NFL has trouble defending its racist history

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By Jesse Jackson Sr.

Guest Columnist

On the eve of the Super Bowl, an event watched by millions around the world, the National Football League remains “rife with racism.”

In a league where nearly 70% of the players are African American, the NFL has not one African-American owner and only three African-American coach. Immensely profitable, professional football has the public relations savvy to try to whitewash a truly indefensible record.

Now, in an act of remarkable courage putting his own future at risk, Brian Flores, most recently the coach of the Miami Dolphins, has stood up, filing a class-action suit demanding change. Flores’ complaint details a compelling indictment.

The NFL was founded on racial exclusion, excluding Black players for many of its early years. When owners found that Black players made the game more exciting and increased revenues, they turned to running their franchises, as Flores’ complaint alleges, “like a plantation.”

White owners, general managers and coaches govern the largely Black players who take the field and run the risks.

For years — and even to this day to some extent – Black players were shunted from the position of quarterback, largely under the assumption that while they had better athleticism, they had less intelligence than white players. Similarly, Black players found it almost impossible to rise up to become offensive or defensive coordinators, much less head coaches.

Under pressure, the NFL devised what is called the “Rooney Rule,” requiring that any team hiring a head coach (now extended to offensive and defensive coordinators and general managers) must interview at least one candidate of color before making a hiring decision. If treated seriously, this rule could expand the pool to include qualified candidates of all races.

In the beginning, the Rooney Rule seemed to have an effect, and several Black coaches were hired. Today, however, there are only three Black head coaches.

What happened? The few Black coaches hired were held on a short leash. Flores reveals the astounding fact that Black coaches have been fired after having winning seasons in far larger numbers than white coaches. Flores himself was fired after leading the Dolphins to a winning record two years in a row.

The “Rooney Rule” interviews increasingly became sham interviews arranged for show, even after a white coach was already slated to get the appointment. After he was fired by Miami, Flores found himself interviewed for the head coach of the New York Giants — which has never hired a Black head coach — even after learning that the management had already settled on a white coach for the job.

NFL officials don’t even bother to deny this reality.

Troy Vincent, the NFL executive vice president of football operations, who is Black, said: “There is a double standard, and we’ve seen that. … And you talk about the appetite for what’s acceptable. Let’s just go back to … Coach Dungy was let go in Tampa Bay after a winning season. … Coach Wilks was let go after one year [at Arizona]. Coach Caldwell was fired after a winning season in Detroit. It is part of the larger challenges that we have. But when you just look over time, it’s over-indexing for men of color.

“These men have been fired after a winning season. How do you explain that? There is a double standard.”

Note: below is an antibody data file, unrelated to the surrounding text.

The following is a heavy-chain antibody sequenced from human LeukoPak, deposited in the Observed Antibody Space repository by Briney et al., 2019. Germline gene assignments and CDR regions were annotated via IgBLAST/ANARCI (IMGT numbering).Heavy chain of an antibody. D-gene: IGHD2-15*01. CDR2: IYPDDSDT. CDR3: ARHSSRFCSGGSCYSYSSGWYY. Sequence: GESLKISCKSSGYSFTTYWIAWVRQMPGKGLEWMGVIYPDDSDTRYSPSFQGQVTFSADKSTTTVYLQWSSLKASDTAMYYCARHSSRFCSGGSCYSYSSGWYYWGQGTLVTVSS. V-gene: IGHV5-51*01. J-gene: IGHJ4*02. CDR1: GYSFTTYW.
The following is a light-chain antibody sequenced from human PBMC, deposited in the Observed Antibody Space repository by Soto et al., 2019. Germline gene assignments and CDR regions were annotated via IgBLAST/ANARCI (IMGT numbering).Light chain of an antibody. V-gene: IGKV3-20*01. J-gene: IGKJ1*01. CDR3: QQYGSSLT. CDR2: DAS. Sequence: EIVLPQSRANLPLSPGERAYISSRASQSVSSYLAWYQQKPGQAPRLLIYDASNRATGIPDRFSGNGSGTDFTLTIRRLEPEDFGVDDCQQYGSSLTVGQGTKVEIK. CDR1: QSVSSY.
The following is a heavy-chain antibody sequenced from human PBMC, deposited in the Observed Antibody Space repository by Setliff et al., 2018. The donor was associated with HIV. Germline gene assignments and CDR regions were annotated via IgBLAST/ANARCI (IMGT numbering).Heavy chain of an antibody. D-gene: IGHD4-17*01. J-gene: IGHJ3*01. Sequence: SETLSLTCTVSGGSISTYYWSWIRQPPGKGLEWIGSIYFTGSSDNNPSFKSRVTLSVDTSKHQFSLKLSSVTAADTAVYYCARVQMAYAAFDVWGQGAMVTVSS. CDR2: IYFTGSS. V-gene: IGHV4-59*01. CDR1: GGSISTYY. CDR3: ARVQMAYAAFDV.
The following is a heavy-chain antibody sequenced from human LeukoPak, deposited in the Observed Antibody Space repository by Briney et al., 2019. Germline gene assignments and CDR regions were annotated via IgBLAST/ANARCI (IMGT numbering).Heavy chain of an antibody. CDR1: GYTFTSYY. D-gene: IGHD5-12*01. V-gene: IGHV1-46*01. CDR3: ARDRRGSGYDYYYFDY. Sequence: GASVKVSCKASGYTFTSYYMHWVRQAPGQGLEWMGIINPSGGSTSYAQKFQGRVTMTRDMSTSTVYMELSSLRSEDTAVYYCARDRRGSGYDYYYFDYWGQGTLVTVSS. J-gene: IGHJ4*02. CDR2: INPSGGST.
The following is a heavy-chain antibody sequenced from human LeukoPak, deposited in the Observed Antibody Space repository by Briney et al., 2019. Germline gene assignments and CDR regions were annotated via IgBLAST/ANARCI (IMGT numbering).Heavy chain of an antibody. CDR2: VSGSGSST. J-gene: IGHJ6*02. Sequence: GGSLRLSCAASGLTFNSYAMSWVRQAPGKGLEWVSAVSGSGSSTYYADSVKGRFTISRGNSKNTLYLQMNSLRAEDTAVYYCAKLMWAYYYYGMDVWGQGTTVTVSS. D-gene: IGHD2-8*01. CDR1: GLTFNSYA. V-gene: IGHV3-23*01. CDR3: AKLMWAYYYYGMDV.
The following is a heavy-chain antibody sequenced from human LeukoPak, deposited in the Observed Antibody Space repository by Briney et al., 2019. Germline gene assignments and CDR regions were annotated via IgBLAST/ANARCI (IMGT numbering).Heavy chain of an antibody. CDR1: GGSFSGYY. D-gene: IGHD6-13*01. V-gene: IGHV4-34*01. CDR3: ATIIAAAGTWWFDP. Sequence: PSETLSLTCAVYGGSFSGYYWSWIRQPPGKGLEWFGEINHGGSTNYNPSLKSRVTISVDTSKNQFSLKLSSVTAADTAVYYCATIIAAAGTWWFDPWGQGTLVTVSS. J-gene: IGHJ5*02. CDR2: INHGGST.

With fans across the world rooting for teams based on the color of their jerseys rather than the color of their skin, this practice of systemic racist discrimination could damage the league’s reputation — and eventually the box office. The league’s response essentially is to admit they have a problem, and to promise — over and over and over again — to do better.

NFL Commissioner Roger Goodell responded to the Flores lawsuit, saying, “We understand the concerns expressed by Coach Flores and others this week. … We must acknowledge that particularly with respect to head coaches, the results have been unacceptable.”

So, he promises to bring outside experts in to “re-evaluate and examine all policies, guidelines and initiatives relating to diversity, equity and inclusion.”

This is just another page from the same playbook of a league that ostracized Black quarterback Colin Kaepernick for expressing his solidarity with Blacks protesting racial injustice. Then, after the murder of George Floyd unleashed massive demonstrations across the country, Goodell released a video statement that “Black Lives Matter” and suggested the NFL wanted to work with Kaepernick in the creation of a multimillion-dollar foundation for social justice, even as Kaepernick remained excluded as an object lesson to other players.

Flores grew up in the tough streets of Brownsville in New York City. Asked if he worries about putting his career at risk, he said he understood the risks, but it was time for someone to stand up.

His lawsuit calls for structural changes in the way the league operates, from opening up ownership to qualified Black investors to changing the way coaches are hired and fired. Whether the lawsuit succeeds or not, by speaking out and standing up, Flores has already made a difference.

When you watch the Super Bowl Feb. 13, remember — amid all the pageantry, the fireworks, the advertisements, the halftime show, and the game itself — this is a league still stained by a pervasive racism that even its own officials cannot defend.

The Rev. Jesse Jackson Sr. is president and founder of the Rainbow Push Coalition.


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